Photographer's Note

Not much interest in Westminster, so something very different and cool, I hope.
In London, I had no guidebook, only a simple map, so I just walked from the morning to the evening and made my small discoveries. One such nice surprise was a Hay's Galleria. I stumbled upon this gallery going from the Tower Bridge to the London Bridge, opposite the Tower.
I rather avoided shopping centers but it was worth a visit. Inside was a fascinating artwork. I do not know what to call it: the monument, sculpture, fountain?

From Wikipedia:
Hay's Galleria is a mixed-use building in the London Borough of Southwark situated on the south bank of the River Thames featuring offices, restaurants, shops, and flats. Originally a warehouse and associated wharf (Hay's Wharf) for the port of London, it was redeveloped in the 1980s.

And from

A RIVET-COVERED BRONZE SCULPTURE WITH the face of a man and the body of an industrial-age ship, The Navigators is actually an enormous kinetic machine.

The 60-foot sculpture by artist David Kemp was installed in 1987 during the renovation of Hay’s Galleria, which saw the conversion of the old wharf into a shopping center. When activated, its oars move through the water at its sides.
Kemp is a British artist best known for his large assemblage sculptures. He lives on the Atlantic coast of West Cornwall where he scavenges for interesting bits to make his art from.

About his art he says: “I make things out of things, big things, little things, old things and new things. I like to recycle things, and find new uses for things that have been thrown away. Some things say something about their surroundings, and other things become something else.”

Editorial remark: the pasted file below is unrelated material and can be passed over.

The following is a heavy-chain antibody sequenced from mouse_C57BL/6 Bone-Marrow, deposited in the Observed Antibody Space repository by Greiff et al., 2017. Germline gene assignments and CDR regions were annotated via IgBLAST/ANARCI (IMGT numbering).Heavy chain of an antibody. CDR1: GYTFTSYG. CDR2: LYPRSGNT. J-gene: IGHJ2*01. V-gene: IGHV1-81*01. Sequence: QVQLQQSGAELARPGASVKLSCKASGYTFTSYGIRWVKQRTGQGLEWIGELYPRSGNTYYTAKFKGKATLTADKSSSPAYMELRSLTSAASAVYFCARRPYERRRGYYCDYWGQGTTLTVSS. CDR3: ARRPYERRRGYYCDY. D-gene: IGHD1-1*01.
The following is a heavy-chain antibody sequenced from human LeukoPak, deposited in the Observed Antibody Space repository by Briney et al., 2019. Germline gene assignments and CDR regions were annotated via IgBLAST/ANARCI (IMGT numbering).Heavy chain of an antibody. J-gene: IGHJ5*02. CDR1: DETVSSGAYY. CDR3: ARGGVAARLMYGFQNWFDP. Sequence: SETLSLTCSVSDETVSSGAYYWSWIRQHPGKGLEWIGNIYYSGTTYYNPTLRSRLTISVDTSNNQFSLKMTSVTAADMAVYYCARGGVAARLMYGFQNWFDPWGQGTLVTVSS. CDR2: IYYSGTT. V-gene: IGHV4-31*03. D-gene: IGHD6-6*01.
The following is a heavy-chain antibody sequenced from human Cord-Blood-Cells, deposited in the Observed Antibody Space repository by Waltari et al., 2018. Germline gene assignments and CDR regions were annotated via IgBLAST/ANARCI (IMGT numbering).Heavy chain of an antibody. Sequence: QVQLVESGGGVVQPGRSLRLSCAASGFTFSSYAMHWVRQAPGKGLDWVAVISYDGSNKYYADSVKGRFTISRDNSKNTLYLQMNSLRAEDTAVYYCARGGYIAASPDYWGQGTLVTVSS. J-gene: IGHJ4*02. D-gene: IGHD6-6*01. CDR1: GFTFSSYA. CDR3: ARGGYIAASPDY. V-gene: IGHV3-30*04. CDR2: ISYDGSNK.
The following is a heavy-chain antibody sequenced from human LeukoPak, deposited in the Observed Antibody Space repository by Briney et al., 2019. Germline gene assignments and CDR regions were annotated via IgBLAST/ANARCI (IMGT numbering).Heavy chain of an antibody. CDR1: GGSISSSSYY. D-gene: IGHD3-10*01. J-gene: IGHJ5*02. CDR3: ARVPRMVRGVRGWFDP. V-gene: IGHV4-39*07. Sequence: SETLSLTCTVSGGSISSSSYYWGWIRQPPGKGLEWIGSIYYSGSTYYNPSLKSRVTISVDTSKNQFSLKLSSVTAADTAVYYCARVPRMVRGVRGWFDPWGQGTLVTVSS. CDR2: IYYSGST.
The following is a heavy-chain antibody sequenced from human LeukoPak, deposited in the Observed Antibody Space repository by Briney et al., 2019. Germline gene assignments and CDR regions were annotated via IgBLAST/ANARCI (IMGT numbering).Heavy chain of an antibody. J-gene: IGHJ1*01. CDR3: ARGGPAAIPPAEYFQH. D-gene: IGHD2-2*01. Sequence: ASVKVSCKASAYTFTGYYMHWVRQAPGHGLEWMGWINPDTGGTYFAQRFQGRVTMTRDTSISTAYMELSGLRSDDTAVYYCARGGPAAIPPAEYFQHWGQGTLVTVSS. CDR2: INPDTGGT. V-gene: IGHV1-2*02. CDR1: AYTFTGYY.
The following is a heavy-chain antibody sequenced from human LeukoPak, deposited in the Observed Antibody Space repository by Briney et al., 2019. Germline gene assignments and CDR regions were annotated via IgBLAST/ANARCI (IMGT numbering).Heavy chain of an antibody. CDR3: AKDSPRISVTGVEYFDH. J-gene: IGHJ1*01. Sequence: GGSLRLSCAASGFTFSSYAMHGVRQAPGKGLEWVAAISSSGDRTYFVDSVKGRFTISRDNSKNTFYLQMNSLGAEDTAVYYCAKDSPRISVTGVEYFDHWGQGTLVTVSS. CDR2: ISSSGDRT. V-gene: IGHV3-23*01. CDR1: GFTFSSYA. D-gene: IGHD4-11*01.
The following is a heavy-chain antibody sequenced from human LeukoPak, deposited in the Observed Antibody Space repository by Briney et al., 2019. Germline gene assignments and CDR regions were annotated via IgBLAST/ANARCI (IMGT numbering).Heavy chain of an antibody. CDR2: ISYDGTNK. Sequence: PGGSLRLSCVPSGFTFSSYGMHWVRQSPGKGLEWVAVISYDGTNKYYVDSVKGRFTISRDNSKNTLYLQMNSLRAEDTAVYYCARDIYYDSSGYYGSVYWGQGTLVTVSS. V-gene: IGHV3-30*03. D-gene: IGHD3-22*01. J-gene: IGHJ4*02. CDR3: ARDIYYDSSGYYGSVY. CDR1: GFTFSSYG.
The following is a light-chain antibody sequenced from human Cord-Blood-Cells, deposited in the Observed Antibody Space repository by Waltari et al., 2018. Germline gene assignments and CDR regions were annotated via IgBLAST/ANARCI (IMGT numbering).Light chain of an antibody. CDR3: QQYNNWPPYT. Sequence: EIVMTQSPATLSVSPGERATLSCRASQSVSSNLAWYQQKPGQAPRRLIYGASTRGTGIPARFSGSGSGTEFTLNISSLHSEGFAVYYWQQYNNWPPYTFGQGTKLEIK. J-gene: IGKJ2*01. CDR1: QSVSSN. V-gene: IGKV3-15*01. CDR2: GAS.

The Navigators was one of Kemp’s first major public installations. Since then, he has created a number of large works including the “Old Transformers,” a pair of huge outdoor sculptures near Consett, County Durham.

The property’s history dates back to the 1600s and was originally known as Hay’s Wharf, after the original owner of a brewery at the location. Located on the Thames, over the centuries it has been a center of trade and shipping until heavy damage from WWI bombing raids nearly destroyed it. By the 1960s it had fallen into disrepair. In the 1980s the property was restored and converted, and enclosed under a glass roof with Kemp’s sculpture installed as a tribute to its working class past.

It was such fun to observe how all these parts move. Of course, in one or even three photos it is difficult to show, but no problem, SEE MY VIDEO HERE:

Two more photos in Workshops.

holmertz, ikeharel, ChrisJ, ktanska, aliabazari, COSTANTINO, mcmtanyel heeft deze opmerking als nuttig gemarkeerd

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Additional Photos by Malgorzata Kopczynska (emka) Gold Star Critiquer/Gold Star Workshop Editor/Gold Note Writer [C: 13613 W: 141 N: 35295] (158988)
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